Prosensa Enrolls 100th Patient to its Natural History Study of Duchenne Muscular Dystrophy

Leiden, The Netherlands, Nov. 7, 2013 (GLOBE NEWSWIRE) — Prosensa Holding N.V. (NASDAQ: RNA), the Dutch biopharmaceutical company focusing on RNA-modulating therapeutics for rare diseases with high unmet need, today announced the successful enrollment of the 100th patient into the Natural History Study of Duchenne muscular dystrophy (DMD).
The goal of this observational study is to characterize DMD at various stages of progression using the same measures used in ongoing clinical studies, such as the “six minute walk test.” No medication is being tested in this study.
“The enrollment of the 100th patient for the Natural History Study reinforces our commitment to developing innovative treatment options for DMD,” said Dr. Giles Campion, Prosensa’s Chief Medical Officer. “This study will foster greater understanding of the progression of this debilitating disease and will help explore new endpoints that could be used to expedite drug development.”
Dr. Brenda Wong, Director of the Comprehensive Neuromuscular Center at Cincinnati Children’s and one of the study’s lead investigators, adds “this critical work on the natural history of DMD represents an impactful milestone for patients and their families. Our findings may enable more efficient trial design for follow-on programs and improved outcomes for patients.”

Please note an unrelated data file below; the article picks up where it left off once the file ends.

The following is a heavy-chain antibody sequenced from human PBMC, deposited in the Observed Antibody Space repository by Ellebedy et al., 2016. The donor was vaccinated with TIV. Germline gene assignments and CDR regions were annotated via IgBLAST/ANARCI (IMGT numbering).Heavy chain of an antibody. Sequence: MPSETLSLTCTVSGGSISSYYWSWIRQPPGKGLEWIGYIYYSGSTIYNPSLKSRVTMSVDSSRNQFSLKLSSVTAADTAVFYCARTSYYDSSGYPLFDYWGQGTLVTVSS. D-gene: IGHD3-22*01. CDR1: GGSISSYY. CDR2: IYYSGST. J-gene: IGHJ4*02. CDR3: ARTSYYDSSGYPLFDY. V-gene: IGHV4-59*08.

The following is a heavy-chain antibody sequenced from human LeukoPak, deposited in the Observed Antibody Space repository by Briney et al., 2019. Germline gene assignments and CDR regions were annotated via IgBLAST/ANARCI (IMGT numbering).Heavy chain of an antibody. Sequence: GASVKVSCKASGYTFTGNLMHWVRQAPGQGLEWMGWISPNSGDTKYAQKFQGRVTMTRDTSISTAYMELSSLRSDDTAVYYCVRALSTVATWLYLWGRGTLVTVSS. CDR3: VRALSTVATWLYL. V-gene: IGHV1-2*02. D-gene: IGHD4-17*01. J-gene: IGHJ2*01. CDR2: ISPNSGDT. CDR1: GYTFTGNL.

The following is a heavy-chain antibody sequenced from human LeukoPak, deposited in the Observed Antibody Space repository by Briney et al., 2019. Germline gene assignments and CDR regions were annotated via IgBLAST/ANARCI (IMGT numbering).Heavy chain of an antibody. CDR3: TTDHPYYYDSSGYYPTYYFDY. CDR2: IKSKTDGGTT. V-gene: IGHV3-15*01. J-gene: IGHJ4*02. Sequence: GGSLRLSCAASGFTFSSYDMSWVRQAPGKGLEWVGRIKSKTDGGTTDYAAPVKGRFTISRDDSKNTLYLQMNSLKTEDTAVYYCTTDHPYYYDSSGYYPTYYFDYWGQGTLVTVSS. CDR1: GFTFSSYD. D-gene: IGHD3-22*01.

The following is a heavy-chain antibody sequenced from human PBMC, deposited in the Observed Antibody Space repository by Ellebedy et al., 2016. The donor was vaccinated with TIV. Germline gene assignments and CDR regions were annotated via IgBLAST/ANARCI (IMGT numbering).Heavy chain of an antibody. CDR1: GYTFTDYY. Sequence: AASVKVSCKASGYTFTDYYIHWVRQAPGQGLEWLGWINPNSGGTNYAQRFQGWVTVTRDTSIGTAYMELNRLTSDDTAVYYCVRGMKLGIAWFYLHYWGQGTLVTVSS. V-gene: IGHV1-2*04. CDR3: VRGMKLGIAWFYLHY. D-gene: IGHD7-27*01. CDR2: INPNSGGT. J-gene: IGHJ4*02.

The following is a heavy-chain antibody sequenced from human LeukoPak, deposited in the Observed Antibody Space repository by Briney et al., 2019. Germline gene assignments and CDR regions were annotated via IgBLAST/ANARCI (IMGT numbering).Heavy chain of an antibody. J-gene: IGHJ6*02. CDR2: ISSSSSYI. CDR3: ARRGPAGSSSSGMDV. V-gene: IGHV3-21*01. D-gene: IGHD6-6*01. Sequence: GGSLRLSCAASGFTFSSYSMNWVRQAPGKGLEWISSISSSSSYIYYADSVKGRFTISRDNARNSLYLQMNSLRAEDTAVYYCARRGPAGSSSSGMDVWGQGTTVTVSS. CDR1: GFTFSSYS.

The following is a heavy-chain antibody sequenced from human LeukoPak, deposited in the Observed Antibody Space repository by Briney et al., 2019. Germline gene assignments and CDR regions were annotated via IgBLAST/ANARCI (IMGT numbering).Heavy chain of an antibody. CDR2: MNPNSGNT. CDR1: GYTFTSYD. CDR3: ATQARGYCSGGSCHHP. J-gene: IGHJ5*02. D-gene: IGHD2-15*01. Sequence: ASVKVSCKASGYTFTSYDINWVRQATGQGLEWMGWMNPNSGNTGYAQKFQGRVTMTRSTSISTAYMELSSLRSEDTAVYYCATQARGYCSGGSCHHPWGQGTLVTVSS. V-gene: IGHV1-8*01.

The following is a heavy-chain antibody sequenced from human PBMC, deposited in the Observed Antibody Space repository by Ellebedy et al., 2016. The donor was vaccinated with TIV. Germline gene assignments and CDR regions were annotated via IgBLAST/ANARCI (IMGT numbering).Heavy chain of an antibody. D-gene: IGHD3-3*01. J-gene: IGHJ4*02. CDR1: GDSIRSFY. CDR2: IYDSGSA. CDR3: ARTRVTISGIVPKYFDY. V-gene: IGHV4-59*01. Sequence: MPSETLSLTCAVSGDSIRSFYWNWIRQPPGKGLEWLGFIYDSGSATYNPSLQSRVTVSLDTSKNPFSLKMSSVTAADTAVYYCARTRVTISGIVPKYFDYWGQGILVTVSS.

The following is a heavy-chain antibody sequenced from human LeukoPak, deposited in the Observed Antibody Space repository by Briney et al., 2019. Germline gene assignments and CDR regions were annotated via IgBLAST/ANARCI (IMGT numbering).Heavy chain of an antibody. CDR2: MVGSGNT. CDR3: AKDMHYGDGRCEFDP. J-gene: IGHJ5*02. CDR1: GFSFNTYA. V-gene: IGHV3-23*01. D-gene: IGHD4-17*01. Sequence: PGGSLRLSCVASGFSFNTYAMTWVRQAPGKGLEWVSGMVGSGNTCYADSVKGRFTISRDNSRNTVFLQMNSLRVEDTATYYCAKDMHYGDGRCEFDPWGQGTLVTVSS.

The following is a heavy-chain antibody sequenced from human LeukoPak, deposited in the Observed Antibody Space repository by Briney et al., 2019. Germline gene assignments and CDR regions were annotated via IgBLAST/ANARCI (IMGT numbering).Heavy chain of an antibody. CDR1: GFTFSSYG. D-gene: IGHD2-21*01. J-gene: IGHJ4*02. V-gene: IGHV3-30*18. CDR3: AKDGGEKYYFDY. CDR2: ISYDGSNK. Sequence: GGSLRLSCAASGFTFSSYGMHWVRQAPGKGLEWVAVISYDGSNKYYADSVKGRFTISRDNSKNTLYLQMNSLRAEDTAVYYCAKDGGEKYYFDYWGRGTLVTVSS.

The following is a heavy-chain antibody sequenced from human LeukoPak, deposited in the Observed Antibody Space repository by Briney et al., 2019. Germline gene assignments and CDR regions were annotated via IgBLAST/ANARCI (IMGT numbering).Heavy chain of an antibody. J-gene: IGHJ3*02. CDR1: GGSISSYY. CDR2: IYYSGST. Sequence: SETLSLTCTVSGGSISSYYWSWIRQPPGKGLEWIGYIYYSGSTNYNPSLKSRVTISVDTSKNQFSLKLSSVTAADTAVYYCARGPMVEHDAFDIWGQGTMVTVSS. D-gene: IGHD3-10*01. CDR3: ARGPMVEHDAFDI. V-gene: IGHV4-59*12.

Patients in the study are assessed every six months for a period of three years to measure their muscle strength and function, in addition to how the disease affects their quality of life as the condition evolves over time. Investigators are observing the patients as they perform various physical tests, and assess their quality of life through survey questions. Furthermore, certain biomarkers are measured through blood and urine samples to investigate a possible correlation to disease progression.
Prosensa and GlaxoSmithKline (GSK), who are both funding the study, expect to enroll up to 250 DMD patients into the study with any type of mutation in the DMD gene between the ages of three and 18. The study is being conducted in 16 hospitals across 10 countries with 14 sites already open in the U.S. and Europe. Further information on the study can be found here: www.ClinicalTrials.gov – Study ID: NCT01753804

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